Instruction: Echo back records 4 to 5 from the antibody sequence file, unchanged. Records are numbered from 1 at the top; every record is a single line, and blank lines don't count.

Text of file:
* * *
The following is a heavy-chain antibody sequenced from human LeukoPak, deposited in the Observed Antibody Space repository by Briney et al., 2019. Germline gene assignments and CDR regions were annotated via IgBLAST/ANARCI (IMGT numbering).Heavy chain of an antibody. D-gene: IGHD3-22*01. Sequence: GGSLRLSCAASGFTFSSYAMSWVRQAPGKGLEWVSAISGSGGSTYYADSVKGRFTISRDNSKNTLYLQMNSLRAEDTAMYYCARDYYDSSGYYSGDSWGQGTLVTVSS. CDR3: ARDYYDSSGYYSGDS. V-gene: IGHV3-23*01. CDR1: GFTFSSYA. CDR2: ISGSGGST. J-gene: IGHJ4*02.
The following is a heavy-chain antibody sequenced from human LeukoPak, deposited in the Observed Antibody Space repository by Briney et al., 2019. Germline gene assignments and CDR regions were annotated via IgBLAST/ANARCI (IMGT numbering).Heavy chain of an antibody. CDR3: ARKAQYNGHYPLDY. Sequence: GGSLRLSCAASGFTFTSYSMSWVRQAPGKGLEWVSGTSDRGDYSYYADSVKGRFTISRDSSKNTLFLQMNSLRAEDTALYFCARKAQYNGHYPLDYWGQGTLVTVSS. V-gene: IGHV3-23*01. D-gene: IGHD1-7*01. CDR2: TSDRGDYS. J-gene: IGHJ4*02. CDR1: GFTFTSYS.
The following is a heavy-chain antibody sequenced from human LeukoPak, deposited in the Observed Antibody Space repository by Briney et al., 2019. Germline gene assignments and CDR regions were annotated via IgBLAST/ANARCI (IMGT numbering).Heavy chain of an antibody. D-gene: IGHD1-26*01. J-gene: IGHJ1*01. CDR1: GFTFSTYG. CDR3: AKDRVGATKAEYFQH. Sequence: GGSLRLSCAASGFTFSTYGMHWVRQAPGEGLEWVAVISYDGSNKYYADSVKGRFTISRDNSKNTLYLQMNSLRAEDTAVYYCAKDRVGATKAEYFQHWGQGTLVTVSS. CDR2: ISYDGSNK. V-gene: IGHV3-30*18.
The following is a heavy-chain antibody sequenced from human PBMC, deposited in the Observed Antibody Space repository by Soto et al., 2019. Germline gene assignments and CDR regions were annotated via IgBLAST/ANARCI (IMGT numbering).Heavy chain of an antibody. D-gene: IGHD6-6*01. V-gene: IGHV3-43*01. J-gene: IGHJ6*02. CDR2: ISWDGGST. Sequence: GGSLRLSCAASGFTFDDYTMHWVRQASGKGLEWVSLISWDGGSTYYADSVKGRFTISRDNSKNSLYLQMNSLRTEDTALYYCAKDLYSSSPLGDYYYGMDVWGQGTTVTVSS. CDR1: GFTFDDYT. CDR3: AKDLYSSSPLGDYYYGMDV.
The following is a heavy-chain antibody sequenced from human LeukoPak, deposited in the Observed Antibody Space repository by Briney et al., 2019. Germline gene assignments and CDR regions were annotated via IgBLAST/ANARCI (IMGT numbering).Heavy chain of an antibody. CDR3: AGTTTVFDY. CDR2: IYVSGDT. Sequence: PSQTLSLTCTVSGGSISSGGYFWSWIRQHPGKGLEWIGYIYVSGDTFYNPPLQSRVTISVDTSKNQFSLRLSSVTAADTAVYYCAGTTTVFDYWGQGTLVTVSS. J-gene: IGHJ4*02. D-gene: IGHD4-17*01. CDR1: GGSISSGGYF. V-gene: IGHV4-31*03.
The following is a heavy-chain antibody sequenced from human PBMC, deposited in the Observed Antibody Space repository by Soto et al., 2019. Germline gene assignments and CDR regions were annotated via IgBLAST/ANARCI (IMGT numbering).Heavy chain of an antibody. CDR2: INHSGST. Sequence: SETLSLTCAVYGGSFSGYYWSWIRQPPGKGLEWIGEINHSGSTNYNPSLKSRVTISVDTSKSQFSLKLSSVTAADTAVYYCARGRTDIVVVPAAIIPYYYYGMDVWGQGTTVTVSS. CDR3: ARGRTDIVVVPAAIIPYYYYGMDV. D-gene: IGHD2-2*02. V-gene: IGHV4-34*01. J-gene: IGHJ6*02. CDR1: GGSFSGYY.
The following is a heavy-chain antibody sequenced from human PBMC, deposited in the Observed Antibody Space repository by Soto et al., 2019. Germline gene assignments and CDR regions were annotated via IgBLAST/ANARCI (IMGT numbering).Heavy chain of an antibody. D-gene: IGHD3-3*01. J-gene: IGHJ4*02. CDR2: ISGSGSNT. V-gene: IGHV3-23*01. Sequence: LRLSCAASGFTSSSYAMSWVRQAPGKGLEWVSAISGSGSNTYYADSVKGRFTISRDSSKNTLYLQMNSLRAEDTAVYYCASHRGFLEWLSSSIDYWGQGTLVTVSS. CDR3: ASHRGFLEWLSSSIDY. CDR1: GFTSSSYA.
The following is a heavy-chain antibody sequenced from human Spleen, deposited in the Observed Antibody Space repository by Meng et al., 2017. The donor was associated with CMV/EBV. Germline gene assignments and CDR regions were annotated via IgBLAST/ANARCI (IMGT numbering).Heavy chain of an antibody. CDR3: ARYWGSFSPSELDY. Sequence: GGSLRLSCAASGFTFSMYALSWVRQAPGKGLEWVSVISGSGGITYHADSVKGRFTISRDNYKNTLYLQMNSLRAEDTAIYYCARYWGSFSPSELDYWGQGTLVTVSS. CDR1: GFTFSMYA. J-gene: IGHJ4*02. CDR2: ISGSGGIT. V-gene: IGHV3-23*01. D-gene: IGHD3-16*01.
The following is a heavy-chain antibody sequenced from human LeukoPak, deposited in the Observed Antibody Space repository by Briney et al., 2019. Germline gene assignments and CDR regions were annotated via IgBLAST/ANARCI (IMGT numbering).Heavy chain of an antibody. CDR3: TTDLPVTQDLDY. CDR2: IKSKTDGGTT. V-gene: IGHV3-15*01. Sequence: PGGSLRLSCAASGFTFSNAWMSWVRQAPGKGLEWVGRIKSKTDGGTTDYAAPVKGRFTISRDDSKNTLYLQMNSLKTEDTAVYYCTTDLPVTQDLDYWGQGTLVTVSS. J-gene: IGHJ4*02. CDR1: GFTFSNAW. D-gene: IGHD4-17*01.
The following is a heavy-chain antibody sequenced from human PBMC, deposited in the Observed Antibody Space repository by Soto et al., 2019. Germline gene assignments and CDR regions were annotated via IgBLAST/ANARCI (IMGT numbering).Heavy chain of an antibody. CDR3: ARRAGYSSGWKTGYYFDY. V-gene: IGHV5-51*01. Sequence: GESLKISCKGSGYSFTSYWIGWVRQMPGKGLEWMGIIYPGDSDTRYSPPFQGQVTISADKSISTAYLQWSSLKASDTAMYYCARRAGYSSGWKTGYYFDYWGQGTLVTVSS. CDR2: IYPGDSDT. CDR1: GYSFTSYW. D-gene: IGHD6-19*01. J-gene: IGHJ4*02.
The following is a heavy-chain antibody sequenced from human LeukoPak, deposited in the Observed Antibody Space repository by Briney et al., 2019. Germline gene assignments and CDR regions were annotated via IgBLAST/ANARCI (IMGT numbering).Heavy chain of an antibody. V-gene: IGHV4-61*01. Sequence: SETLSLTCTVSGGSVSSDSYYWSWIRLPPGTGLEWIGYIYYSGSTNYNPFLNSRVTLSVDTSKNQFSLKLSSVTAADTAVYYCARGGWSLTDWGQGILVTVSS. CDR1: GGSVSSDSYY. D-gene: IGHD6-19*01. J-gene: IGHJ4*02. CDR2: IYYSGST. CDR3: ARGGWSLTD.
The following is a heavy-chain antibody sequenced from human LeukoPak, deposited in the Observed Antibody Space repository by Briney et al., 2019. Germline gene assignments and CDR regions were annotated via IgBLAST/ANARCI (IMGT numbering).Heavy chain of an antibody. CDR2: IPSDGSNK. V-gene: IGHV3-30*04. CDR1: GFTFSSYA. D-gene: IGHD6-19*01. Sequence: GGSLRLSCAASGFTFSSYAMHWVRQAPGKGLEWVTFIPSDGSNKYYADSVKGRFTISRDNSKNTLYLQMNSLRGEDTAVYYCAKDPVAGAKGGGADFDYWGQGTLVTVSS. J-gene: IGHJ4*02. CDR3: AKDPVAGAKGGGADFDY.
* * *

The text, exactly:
The following is a heavy-chain antibody sequenced from human PBMC, deposited in the Observed Antibody Space repository by Soto et al., 2019. Germline gene assignments and CDR regions were annotated via IgBLAST/ANARCI (IMGT numbering).Heavy chain of an antibody. D-gene: IGHD6-6*01. V-gene: IGHV3-43*01. J-gene: IGHJ6*02. CDR2: ISWDGGST. Sequence: GGSLRLSCAASGFTFDDYTMHWVRQASGKGLEWVSLISWDGGSTYYADSVKGRFTISRDNSKNSLYLQMNSLRTEDTALYYCAKDLYSSSPLGDYYYGMDVWGQGTTVTVSS. CDR1: GFTFDDYT. CDR3: AKDLYSSSPLGDYYYGMDV.
The following is a heavy-chain antibody sequenced from human LeukoPak, deposited in the Observed Antibody Space repository by Briney et al., 2019. Germline gene assignments and CDR regions were annotated via IgBLAST/ANARCI (IMGT numbering).Heavy chain of an antibody. CDR3: AGTTTVFDY. CDR2: IYVSGDT. Sequence: PSQTLSLTCTVSGGSISSGGYFWSWIRQHPGKGLEWIGYIYVSGDTFYNPPLQSRVTISVDTSKNQFSLRLSSVTAADTAVYYCAGTTTVFDYWGQGTLVTVSS. J-gene: IGHJ4*02. D-gene: IGHD4-17*01. CDR1: GGSISSGGYF. V-gene: IGHV4-31*03.